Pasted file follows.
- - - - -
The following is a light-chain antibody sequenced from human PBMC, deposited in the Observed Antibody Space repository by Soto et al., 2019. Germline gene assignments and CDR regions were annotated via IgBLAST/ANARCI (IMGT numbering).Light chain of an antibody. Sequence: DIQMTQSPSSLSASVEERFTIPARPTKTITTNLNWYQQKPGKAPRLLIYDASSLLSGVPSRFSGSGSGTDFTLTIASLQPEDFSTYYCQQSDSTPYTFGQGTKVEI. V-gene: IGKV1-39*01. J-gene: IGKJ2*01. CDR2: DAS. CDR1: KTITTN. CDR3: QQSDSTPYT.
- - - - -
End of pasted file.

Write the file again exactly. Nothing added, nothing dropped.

The following is a light-chain antibody sequenced from human PBMC, deposited in the Observed Antibody Space repository by Soto et al., 2019. Germline gene assignments and CDR regions were annotated via IgBLAST/ANARCI (IMGT numbering).Light chain of an antibody. Sequence: DIQMTQSPSSLSASVEERFTIPARPTKTITTNLNWYQQKPGKAPRLLIYDASSLLSGVPSRFSGSGSGTDFTLTIASLQPEDFSTYYCQQSDSTPYTFGQGTKVEI. V-gene: IGKV1-39*01. J-gene: IGKJ2*01. CDR2: DAS. CDR1: KTITTN. CDR3: QQSDSTPYT.